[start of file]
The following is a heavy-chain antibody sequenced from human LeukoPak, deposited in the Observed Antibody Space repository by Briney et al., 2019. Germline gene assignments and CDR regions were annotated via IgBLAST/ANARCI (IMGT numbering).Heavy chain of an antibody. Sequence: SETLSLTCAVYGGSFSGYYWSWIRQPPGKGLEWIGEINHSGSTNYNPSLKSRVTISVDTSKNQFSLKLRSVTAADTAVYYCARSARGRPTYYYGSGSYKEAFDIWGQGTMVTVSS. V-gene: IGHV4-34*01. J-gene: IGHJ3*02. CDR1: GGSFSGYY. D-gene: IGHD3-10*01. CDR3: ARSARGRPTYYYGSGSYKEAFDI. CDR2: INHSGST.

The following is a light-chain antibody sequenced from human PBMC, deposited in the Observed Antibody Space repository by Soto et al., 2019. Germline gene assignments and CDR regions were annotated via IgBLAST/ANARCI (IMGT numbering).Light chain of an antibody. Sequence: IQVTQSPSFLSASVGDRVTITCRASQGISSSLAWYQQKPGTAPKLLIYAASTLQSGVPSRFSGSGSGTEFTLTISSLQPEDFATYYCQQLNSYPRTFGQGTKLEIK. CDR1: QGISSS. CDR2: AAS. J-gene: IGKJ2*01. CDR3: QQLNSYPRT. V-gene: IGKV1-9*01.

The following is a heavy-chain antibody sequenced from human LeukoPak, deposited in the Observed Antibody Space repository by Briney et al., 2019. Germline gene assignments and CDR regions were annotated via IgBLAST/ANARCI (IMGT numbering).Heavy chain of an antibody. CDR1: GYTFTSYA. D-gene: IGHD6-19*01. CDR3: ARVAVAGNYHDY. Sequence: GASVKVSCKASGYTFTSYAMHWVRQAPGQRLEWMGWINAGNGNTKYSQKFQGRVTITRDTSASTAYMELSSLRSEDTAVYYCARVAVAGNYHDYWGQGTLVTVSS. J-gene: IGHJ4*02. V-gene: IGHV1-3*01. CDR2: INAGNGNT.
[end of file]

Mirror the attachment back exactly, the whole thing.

The following is a heavy-chain antibody sequenced from human LeukoPak, deposited in the Observed Antibody Space repository by Briney et al., 2019. Germline gene assignments and CDR regions were annotated via IgBLAST/ANARCI (IMGT numbering).Heavy chain of an antibody. Sequence: SETLSLTCAVYGGSFSGYYWSWIRQPPGKGLEWIGEINHSGSTNYNPSLKSRVTISVDTSKNQFSLKLRSVTAADTAVYYCARSARGRPTYYYGSGSYKEAFDIWGQGTMVTVSS. V-gene: IGHV4-34*01. J-gene: IGHJ3*02. CDR1: GGSFSGYY. D-gene: IGHD3-10*01. CDR3: ARSARGRPTYYYGSGSYKEAFDI. CDR2: INHSGST.

The following is a light-chain antibody sequenced from human PBMC, deposited in the Observed Antibody Space repository by Soto et al., 2019. Germline gene assignments and CDR regions were annotated via IgBLAST/ANARCI (IMGT numbering).Light chain of an antibody. Sequence: IQVTQSPSFLSASVGDRVTITCRASQGISSSLAWYQQKPGTAPKLLIYAASTLQSGVPSRFSGSGSGTEFTLTISSLQPEDFATYYCQQLNSYPRTFGQGTKLEIK. CDR1: QGISSS. CDR2: AAS. J-gene: IGKJ2*01. CDR3: QQLNSYPRT. V-gene: IGKV1-9*01.

The following is a heavy-chain antibody sequenced from human LeukoPak, deposited in the Observed Antibody Space repository by Briney et al., 2019. Germline gene assignments and CDR regions were annotated via IgBLAST/ANARCI (IMGT numbering).Heavy chain of an antibody. CDR1: GYTFTSYA. D-gene: IGHD6-19*01. CDR3: ARVAVAGNYHDY. Sequence: GASVKVSCKASGYTFTSYAMHWVRQAPGQRLEWMGWINAGNGNTKYSQKFQGRVTITRDTSASTAYMELSSLRSEDTAVYYCARVAVAGNYHDYWGQGTLVTVSS. J-gene: IGHJ4*02. V-gene: IGHV1-3*01. CDR2: INAGNGNT.